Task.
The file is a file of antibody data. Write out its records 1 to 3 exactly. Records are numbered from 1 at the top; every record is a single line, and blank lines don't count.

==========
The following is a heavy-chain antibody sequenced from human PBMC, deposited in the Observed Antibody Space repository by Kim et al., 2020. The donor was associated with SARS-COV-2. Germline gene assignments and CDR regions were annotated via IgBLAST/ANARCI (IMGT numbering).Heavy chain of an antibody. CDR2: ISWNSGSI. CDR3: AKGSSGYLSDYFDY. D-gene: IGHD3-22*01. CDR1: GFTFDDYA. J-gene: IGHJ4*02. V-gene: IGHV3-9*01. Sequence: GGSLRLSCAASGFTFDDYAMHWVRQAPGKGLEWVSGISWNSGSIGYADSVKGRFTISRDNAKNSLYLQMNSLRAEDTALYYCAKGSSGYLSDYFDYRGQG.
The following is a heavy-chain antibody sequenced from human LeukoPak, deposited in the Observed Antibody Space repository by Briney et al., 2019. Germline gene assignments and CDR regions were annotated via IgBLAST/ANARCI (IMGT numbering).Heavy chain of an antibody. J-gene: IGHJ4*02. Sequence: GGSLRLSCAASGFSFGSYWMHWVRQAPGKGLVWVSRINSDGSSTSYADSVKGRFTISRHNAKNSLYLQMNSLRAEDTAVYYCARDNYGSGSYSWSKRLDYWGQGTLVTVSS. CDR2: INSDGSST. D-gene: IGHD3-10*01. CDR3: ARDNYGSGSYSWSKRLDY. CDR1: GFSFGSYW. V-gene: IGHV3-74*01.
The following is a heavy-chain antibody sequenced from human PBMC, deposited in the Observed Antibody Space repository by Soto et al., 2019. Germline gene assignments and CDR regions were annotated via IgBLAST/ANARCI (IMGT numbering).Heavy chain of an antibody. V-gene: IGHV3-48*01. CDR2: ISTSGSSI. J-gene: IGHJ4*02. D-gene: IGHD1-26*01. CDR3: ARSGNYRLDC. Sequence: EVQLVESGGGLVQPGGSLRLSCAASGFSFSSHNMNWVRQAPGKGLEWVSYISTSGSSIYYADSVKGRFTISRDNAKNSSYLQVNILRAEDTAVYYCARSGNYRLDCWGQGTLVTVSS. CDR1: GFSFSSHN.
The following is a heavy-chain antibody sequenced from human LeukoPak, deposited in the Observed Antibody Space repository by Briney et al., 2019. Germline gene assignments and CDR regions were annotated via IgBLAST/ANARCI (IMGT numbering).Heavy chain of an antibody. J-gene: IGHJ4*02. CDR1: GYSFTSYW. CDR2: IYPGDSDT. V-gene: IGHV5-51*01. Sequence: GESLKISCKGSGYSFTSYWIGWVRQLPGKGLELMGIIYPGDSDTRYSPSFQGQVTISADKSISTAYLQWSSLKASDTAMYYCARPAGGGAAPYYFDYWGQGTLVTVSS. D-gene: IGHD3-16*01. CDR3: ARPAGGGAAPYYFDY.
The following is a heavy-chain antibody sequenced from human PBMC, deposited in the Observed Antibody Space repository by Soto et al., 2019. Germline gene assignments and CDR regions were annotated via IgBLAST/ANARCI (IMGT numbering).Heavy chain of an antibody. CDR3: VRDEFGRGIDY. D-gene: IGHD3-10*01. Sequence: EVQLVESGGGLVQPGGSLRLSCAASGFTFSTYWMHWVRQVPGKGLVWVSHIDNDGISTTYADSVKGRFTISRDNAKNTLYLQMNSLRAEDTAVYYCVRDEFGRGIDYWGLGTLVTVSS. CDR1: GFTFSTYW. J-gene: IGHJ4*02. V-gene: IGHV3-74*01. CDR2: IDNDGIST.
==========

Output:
The following is a heavy-chain antibody sequenced from human PBMC, deposited in the Observed Antibody Space repository by Kim et al., 2020. The donor was associated with SARS-COV-2. Germline gene assignments and CDR regions were annotated via IgBLAST/ANARCI (IMGT numbering).Heavy chain of an antibody. CDR2: ISWNSGSI. CDR3: AKGSSGYLSDYFDY. D-gene: IGHD3-22*01. CDR1: GFTFDDYA. J-gene: IGHJ4*02. V-gene: IGHV3-9*01. Sequence: GGSLRLSCAASGFTFDDYAMHWVRQAPGKGLEWVSGISWNSGSIGYADSVKGRFTISRDNAKNSLYLQMNSLRAEDTALYYCAKGSSGYLSDYFDYRGQG.
The following is a heavy-chain antibody sequenced from human LeukoPak, deposited in the Observed Antibody Space repository by Briney et al., 2019. Germline gene assignments and CDR regions were annotated via IgBLAST/ANARCI (IMGT numbering).Heavy chain of an antibody. J-gene: IGHJ4*02. Sequence: GGSLRLSCAASGFSFGSYWMHWVRQAPGKGLVWVSRINSDGSSTSYADSVKGRFTISRHNAKNSLYLQMNSLRAEDTAVYYCARDNYGSGSYSWSKRLDYWGQGTLVTVSS. CDR2: INSDGSST. D-gene: IGHD3-10*01. CDR3: ARDNYGSGSYSWSKRLDY. CDR1: GFSFGSYW. V-gene: IGHV3-74*01.
The following is a heavy-chain antibody sequenced from human PBMC, deposited in the Observed Antibody Space repository by Soto et al., 2019. Germline gene assignments and CDR regions were annotated via IgBLAST/ANARCI (IMGT numbering).Heavy chain of an antibody. V-gene: IGHV3-48*01. CDR2: ISTSGSSI. J-gene: IGHJ4*02. D-gene: IGHD1-26*01. CDR3: ARSGNYRLDC. Sequence: EVQLVESGGGLVQPGGSLRLSCAASGFSFSSHNMNWVRQAPGKGLEWVSYISTSGSSIYYADSVKGRFTISRDNAKNSSYLQVNILRAEDTAVYYCARSGNYRLDCWGQGTLVTVSS. CDR1: GFSFSSHN.